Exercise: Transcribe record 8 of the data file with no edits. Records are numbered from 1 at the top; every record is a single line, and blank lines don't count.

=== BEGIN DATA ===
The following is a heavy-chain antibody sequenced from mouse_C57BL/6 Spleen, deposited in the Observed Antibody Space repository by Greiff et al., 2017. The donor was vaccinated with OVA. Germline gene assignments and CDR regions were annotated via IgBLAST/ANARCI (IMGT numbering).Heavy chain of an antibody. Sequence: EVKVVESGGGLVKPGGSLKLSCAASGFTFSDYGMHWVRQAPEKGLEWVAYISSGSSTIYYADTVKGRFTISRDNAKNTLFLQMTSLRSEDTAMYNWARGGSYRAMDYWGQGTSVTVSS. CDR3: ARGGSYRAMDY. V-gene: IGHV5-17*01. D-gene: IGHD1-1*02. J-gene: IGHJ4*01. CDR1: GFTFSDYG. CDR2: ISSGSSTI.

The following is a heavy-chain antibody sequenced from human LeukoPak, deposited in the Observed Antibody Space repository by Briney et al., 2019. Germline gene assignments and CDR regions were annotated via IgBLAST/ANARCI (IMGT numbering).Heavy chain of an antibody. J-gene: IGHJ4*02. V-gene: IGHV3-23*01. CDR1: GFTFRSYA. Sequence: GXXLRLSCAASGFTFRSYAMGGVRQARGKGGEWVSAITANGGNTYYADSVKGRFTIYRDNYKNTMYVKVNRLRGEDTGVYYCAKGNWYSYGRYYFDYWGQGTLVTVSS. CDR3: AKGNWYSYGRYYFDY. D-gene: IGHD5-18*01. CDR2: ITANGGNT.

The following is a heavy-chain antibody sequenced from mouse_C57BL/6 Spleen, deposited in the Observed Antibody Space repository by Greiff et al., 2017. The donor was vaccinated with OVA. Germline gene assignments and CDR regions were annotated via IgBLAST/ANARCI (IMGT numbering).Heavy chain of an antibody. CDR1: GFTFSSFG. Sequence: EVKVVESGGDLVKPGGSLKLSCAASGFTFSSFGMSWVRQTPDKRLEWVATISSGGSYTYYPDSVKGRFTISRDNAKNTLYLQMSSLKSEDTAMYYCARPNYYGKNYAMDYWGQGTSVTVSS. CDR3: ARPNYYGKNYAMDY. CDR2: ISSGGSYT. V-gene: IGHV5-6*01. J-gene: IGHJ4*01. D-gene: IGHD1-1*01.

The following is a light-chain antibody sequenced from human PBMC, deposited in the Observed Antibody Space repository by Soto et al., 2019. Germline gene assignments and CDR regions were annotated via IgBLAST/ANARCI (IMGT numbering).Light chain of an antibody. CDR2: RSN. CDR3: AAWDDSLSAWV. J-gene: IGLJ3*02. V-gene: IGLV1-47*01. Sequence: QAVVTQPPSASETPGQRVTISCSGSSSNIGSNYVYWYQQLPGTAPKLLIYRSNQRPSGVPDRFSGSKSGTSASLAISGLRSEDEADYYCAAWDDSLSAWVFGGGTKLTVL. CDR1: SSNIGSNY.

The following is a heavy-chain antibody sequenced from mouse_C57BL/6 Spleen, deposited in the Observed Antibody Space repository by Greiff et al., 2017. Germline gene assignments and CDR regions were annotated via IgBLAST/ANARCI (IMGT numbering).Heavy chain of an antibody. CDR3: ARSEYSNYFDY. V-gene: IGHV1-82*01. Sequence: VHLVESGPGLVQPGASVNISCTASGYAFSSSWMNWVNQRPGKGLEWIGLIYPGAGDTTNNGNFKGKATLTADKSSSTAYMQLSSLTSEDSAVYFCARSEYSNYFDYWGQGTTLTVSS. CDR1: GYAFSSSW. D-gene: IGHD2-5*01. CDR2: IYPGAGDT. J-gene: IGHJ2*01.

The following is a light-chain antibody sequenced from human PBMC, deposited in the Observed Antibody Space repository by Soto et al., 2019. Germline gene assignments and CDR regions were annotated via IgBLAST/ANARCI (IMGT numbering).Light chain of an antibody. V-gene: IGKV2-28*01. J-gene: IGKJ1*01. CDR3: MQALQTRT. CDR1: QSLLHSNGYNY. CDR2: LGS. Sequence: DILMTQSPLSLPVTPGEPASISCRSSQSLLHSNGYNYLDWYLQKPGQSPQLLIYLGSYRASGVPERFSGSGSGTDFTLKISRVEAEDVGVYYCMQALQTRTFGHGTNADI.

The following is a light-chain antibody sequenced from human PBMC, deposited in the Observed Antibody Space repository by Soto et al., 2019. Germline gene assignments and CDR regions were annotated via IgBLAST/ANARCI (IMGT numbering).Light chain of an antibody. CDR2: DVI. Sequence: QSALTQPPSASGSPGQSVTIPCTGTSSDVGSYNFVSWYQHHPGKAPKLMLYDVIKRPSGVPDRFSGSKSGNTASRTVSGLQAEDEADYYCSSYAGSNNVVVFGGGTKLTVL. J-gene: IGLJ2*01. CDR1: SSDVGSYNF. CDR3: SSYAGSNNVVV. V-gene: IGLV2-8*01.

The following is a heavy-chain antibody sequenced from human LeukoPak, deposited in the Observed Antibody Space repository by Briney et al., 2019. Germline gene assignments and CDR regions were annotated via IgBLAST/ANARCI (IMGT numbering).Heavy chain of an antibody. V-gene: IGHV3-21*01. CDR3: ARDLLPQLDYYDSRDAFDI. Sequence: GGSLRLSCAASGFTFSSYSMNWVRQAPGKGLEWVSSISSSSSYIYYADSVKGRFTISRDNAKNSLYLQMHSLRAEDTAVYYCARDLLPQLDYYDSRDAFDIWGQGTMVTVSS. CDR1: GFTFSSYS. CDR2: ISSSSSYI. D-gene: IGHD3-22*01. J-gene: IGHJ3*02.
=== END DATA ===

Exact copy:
The following is a heavy-chain antibody sequenced from human LeukoPak, deposited in the Observed Antibody Space repository by Briney et al., 2019. Germline gene assignments and CDR regions were annotated via IgBLAST/ANARCI (IMGT numbering).Heavy chain of an antibody. V-gene: IGHV3-21*01. CDR3: ARDLLPQLDYYDSRDAFDI. Sequence: GGSLRLSCAASGFTFSSYSMNWVRQAPGKGLEWVSSISSSSSYIYYADSVKGRFTISRDNAKNSLYLQMHSLRAEDTAVYYCARDLLPQLDYYDSRDAFDIWGQGTMVTVSS. CDR1: GFTFSSYS. CDR2: ISSSSSYI. D-gene: IGHD3-22*01. J-gene: IGHJ3*02.